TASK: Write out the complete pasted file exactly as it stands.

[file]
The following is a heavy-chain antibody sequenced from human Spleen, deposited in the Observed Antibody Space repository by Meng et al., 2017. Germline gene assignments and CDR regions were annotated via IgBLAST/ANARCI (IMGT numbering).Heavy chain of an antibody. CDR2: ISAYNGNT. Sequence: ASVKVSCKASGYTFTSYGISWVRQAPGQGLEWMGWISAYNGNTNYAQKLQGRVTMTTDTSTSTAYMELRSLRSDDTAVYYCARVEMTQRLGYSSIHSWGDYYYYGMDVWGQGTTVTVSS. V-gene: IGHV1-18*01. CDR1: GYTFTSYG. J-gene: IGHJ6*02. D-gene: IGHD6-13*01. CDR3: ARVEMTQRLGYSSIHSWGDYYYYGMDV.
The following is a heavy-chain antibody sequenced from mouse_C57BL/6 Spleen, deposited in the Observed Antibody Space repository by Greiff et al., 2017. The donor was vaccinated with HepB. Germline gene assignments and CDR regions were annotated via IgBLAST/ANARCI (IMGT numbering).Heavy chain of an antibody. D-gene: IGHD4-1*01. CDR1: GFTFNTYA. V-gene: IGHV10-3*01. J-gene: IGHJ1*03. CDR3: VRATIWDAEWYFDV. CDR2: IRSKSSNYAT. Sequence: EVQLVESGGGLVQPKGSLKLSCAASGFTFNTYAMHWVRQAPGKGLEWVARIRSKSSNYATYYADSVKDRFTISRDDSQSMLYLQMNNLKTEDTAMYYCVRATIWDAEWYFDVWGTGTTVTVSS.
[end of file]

The following is a heavy-chain antibody sequenced from human Spleen, deposited in the Observed Antibody Space repository by Meng et al., 2017. Germline gene assignments and CDR regions were annotated via IgBLAST/ANARCI (IMGT numbering).Heavy chain of an antibody. CDR2: ISAYNGNT. Sequence: ASVKVSCKASGYTFTSYGISWVRQAPGQGLEWMGWISAYNGNTNYAQKLQGRVTMTTDTSTSTAYMELRSLRSDDTAVYYCARVEMTQRLGYSSIHSWGDYYYYGMDVWGQGTTVTVSS. V-gene: IGHV1-18*01. CDR1: GYTFTSYG. J-gene: IGHJ6*02. D-gene: IGHD6-13*01. CDR3: ARVEMTQRLGYSSIHSWGDYYYYGMDV.
The following is a heavy-chain antibody sequenced from mouse_C57BL/6 Spleen, deposited in the Observed Antibody Space repository by Greiff et al., 2017. The donor was vaccinated with HepB. Germline gene assignments and CDR regions were annotated via IgBLAST/ANARCI (IMGT numbering).Heavy chain of an antibody. D-gene: IGHD4-1*01. CDR1: GFTFNTYA. V-gene: IGHV10-3*01. J-gene: IGHJ1*03. CDR3: VRATIWDAEWYFDV. CDR2: IRSKSSNYAT. Sequence: EVQLVESGGGLVQPKGSLKLSCAASGFTFNTYAMHWVRQAPGKGLEWVARIRSKSSNYATYYADSVKDRFTISRDDSQSMLYLQMNNLKTEDTAMYYCVRATIWDAEWYFDVWGTGTTVTVSS.